Leigh Michaels on romance . . .

“….romance is far more satisfying when the
power between the characters is like a teeter-totter
—sometimes she’s on the high end, sometimes he
is, but the reader doesn’t know from minute to
minute who’s going to have the upper hand.”

-Leigh Michaels in an article
in Writer’s Digest, May/June 2009

Writer’s Quote for today

“Writing is a discipline, much like playing a musical
instrument; it requires constant practice and honing of skills.”

-Dan Brown, author of The Da Vinci Code

Eric M Witchery on agendas …

“…at any given moment in a story, every character is working
on at least three agendas—three levels of desire: An overall agenda,
which tends to consist of broad hopes—life goals. A scene agenda,
which is the result a character hopes to achieve in a scene. A
compulsive agenda, which is a deeper, hidden need.”

-Eric M. Witchey in an article in The Writer, September 2007

Today’s Quote

Here is a test to find whether your mission on earth is finished: If you’re alive it isn’t.
by Richard Bach (Illusions)

Even if you are on the right track, you will get run over if you just sit there.
by Will Rogers

A Question from a blog comment

I received this question the other day and thought everyone would like to read it and my reply:
“This topic is quite hot on the Internet at the moment. What do you pay the most attention to when choosing what to write about?”

Hmmm..I dont think I choose what I will write about, I think that my topics choose me! Or rather, they seem to jump out at me when I sit down to type. For some people choosing what to write can cause them to be blocked. There are so many topics and plots and story lines to choose from. How could I possibly pick just one! I don’t; I write about whatever strikes me at the moment. The thing is to learn enough discipline to finish a project once started. If I am not careful, I can bounce around from project to project and never complete one. Its a struggle! lol. For instance, I currently have 5 different stories in different stages of completion, from being in the plotting stage to being 2/3rds of the way fininshed. I guess the most important thing is to figure out a way of working that suits you and then the ideas will flow!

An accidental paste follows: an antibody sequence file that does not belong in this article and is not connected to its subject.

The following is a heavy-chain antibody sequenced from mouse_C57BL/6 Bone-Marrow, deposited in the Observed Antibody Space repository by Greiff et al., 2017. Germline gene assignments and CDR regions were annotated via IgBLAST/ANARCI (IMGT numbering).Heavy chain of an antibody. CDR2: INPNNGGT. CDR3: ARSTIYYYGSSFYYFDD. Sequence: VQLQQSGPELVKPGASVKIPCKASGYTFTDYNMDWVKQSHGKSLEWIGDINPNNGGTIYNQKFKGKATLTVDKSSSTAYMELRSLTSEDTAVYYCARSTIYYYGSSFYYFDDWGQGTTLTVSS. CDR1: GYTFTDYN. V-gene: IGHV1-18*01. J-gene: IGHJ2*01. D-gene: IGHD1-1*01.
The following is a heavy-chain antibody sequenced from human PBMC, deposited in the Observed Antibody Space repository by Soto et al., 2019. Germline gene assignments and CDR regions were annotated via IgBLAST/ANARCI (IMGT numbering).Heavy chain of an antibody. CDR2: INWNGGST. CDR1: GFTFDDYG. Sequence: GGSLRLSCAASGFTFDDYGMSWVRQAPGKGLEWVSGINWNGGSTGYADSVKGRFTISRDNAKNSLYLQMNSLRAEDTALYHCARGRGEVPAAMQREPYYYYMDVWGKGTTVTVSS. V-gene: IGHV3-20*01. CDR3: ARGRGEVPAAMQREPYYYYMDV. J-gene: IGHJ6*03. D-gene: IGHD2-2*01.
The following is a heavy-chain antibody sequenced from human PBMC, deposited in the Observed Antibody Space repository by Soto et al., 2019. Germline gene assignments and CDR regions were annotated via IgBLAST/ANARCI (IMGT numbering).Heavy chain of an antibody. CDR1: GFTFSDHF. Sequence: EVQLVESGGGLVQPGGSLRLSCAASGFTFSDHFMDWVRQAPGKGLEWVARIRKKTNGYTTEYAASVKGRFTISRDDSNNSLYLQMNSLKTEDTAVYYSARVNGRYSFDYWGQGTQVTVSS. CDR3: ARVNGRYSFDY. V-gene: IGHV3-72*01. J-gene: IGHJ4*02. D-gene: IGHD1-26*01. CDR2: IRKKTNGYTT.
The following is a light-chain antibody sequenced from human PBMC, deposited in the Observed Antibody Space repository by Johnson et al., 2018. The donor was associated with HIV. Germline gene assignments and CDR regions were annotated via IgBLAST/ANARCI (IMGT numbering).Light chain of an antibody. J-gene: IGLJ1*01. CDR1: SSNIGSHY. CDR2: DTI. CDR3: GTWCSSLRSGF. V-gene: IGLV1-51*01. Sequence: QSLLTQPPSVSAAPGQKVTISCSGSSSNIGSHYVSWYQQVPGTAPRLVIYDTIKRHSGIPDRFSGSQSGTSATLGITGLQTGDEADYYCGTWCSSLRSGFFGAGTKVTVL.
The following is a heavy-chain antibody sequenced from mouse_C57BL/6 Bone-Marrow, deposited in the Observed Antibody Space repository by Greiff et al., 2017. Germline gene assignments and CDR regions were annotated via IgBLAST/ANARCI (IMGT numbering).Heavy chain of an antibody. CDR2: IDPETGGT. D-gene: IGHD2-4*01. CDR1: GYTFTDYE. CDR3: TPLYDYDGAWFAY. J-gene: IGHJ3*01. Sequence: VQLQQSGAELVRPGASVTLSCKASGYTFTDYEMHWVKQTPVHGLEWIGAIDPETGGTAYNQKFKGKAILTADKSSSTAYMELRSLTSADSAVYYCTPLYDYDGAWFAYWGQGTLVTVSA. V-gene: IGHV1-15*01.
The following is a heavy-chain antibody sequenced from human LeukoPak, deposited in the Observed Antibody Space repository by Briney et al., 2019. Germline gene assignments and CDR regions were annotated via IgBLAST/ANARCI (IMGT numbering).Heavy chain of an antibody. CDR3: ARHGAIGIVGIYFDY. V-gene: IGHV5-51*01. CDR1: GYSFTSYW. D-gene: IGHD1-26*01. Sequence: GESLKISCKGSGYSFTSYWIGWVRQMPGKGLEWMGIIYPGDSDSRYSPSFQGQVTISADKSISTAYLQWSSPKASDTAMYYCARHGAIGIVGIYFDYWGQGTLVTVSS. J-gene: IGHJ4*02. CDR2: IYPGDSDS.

Quote of the day!

“I didn’t write my first word until I was 35 years old.
I wasted about 10 years before that, when the little
voice in my head was screaming for me to write.
All writers have a little voice their head that drives
them forward. Listen to it.”

-Steve Berry in an article
in Writer’s Digest, May/June 2009